The fusion of two sisters right into a single girl means that the id of the human being isn’t of their DNA | Science | EUROtoday

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Two eggs fertilized by two sperm coincided in a uterus and, as a substitute of giving rise to 2 sisters, they fused to type a single particular person: Karen Keegan. When she was 52 years outdated, this girl from Boston suffered very critical kidney failure, however fortunately she had three kids keen to donate a kidney to her. The docs did genetic checks to see which offspring was most suitable they usually obtained a serious shock: the check stated that two of them weren’t her kids. The actuality was much more astonishing: Karen Keegan had two totally different DNA sequences, two genomes, relying on the cell you checked out. Biologist Alfonso Martínez Arias maintains that this chimeric girl is conclusive proof that DNA doesn’t outline an individual's id.

The most inspiring science guide in historical past is The egocentric gene, in line with a survey carried out by the Royal Society of the United Kingdom. In this well-known work from 1976, the British biologist Richard Dawkins defended that the DNA molecule makes use of the human being as a mere envelope to be transmitted to the subsequent technology and be immortal. “We are survival machines, automated vehicles programmed blindly in order to preserve the selfish molecules known as genes,” Dawkins acknowledged. Almost half a century later, Martínez Arias refutes this angle of the egocentric gene and proposes a way more romantic different: the altruistic cell. “An organism is the work of cells. “Genes only provide the materials,” he states in The Master Builderan interesting and provocative guide from the London writer Basic Books that might be printed in Spanish in 2024 by Ediciones Paidós.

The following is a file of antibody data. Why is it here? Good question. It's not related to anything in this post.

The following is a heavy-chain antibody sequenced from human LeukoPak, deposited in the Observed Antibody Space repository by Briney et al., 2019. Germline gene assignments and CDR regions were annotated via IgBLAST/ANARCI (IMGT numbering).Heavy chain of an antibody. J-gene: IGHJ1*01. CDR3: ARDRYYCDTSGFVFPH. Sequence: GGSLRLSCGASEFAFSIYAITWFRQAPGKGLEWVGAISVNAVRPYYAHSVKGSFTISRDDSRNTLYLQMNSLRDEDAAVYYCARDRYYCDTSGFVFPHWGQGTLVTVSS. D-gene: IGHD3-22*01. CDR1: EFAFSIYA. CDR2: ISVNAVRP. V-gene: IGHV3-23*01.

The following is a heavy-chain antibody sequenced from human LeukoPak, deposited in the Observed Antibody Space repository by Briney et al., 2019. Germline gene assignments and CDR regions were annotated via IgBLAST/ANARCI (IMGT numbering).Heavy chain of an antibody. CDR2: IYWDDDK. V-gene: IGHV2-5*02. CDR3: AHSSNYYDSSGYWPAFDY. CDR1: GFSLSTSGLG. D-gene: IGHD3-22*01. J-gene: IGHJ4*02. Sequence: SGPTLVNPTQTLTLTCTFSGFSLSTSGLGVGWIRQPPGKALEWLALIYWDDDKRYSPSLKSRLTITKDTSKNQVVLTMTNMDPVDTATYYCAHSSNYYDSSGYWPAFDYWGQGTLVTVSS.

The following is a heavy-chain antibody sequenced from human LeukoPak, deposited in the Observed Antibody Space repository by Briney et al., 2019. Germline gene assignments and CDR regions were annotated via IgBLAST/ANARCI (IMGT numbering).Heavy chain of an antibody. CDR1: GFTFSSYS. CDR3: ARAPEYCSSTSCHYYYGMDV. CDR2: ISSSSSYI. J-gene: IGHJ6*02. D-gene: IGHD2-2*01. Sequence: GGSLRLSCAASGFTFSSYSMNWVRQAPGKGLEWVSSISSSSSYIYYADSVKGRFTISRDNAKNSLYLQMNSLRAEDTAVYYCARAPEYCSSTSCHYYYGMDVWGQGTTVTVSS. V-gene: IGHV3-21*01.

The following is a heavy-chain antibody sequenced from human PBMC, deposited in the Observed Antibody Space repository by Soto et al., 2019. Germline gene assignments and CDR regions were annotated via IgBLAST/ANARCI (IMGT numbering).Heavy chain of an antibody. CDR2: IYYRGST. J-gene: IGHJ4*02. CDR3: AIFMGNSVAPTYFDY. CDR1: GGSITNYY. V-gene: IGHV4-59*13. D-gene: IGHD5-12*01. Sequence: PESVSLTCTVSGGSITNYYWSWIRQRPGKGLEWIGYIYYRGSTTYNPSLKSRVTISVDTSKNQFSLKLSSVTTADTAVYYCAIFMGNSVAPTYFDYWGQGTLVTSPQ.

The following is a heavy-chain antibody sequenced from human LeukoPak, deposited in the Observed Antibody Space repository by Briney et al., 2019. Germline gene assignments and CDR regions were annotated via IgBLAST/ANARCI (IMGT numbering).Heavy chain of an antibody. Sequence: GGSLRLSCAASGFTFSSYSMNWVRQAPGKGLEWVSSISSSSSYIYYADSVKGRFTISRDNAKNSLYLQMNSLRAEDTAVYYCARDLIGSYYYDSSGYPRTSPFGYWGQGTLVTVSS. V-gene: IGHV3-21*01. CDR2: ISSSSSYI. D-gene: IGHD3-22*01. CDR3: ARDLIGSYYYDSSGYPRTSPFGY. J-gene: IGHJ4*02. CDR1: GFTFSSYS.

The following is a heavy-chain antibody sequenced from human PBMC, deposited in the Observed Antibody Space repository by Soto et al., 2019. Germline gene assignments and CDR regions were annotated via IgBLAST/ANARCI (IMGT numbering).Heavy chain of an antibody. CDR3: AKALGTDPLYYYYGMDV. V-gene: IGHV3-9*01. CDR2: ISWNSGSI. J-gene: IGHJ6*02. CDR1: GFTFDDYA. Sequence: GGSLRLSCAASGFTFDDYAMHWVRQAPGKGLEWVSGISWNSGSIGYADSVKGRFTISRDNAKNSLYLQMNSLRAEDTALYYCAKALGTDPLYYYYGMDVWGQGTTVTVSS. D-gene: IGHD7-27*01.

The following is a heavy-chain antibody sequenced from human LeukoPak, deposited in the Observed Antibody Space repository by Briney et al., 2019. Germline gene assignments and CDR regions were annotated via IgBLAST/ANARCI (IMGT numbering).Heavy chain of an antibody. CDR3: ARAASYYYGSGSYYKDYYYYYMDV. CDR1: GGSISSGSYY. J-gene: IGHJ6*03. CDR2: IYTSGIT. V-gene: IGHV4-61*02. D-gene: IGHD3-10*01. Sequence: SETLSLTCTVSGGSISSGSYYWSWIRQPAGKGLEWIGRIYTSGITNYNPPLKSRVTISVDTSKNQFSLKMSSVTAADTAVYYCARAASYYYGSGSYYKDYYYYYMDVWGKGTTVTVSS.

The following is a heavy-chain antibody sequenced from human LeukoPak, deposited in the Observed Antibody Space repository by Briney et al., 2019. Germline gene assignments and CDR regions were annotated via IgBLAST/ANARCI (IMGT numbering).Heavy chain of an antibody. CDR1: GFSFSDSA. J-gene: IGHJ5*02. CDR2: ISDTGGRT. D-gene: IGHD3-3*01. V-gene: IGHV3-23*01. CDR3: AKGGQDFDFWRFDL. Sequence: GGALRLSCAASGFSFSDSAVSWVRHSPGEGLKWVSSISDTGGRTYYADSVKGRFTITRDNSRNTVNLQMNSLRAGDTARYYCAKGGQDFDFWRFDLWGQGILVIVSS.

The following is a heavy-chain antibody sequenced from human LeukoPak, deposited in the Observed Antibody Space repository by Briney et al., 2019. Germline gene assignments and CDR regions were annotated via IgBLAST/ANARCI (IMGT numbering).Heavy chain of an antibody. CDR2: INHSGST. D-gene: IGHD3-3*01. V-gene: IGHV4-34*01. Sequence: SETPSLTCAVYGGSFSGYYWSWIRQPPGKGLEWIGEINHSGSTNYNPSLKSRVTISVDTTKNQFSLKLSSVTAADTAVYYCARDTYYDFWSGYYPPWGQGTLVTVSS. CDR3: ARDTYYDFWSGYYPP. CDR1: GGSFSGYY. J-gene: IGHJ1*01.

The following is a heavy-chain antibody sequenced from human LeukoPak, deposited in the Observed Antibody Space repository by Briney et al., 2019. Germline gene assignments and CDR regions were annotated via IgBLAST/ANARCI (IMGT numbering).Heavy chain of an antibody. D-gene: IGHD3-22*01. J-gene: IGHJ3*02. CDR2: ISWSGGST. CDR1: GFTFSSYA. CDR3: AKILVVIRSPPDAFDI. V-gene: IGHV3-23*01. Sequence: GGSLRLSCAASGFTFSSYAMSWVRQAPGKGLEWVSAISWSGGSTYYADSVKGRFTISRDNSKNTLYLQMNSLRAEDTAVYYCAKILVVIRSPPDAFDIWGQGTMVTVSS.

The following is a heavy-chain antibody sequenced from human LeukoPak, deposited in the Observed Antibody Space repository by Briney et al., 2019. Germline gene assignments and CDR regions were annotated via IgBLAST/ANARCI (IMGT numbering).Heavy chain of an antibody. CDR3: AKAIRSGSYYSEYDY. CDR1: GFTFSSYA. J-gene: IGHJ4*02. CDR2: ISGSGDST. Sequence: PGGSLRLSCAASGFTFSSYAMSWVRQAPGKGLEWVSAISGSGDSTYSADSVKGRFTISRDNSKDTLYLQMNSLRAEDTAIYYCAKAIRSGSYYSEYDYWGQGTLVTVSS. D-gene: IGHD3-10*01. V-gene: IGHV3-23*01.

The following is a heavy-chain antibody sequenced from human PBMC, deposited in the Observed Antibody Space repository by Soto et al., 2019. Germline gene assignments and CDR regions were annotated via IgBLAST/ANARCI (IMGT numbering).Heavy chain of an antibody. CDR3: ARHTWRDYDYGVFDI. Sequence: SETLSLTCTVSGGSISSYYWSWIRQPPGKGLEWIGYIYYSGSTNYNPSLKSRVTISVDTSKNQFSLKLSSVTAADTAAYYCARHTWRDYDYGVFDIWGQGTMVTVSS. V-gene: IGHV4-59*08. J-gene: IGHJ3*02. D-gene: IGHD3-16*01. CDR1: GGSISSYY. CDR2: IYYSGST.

Martínez Arias, born in Madrid 68 years in the past, argues that the DNA sequence of a person isn’t an instruction guide or a development plan for his physique, however a field of instruments and supplies for the genuine architect of life: the cell. The biologist argues that there’s nothing within the DNA molecule that explains why the center is situated on the left, why there are 5 fingers on the hand or why twin brothers have totally different fingerprints. Cells are what “control time and space,” he proclaims. They are those who know the place proper and left are and the place precisely an individual's foot or an elephant's trunk ought to finish.

The biologist from Madrid spent 4 a long time on the University of Cambridge (United Kingdom), investigating how a solitary cell with a singular DNA sequence—the fertilized egg—is able to multiplying and changing into a person with billions of cells specialised in its duties. “The question often arises as to how it is possible that such similar genomes can build such different animals as flies, frogs, horses and humans. However, the real wonder is how the same genome can build structures as different as an eye and a lung in the same organism. Let's give the cells the credit they deserve,” says Martínez Arias, who in 2021 left his chair of Genetics at Cambridge to join the Pompeu Fabra University in Barcelona.

The first cloned cat (right) lost the orange color of the cat from which the DNA was copied (left).
The first cloned cat (right) lost the orange color of the cat from which the DNA was copied (left).Texas A&M University

The scientist remembers the global surprise after the birth of the first cloned cat, called Copy Cat, on December 22, 2001. Her DNA was identical to that of a cat of three colors – white, orange and black – but Copy Cat had the white and brindle fur. The two supposed clones looked nothing alike. The researchers had copied the genetic information from a cell that had the orange gene inactivated. The American company that intended to get rich by selling identical clones, Genetic Savings & Clone, had to close in 2006. “People didn't want a cat with the same genes as their pet, they wanted a cat that was exactly the same and behaved the same way.” the identical means,” emphasizes Martínez Arias. “That is simply impossible.”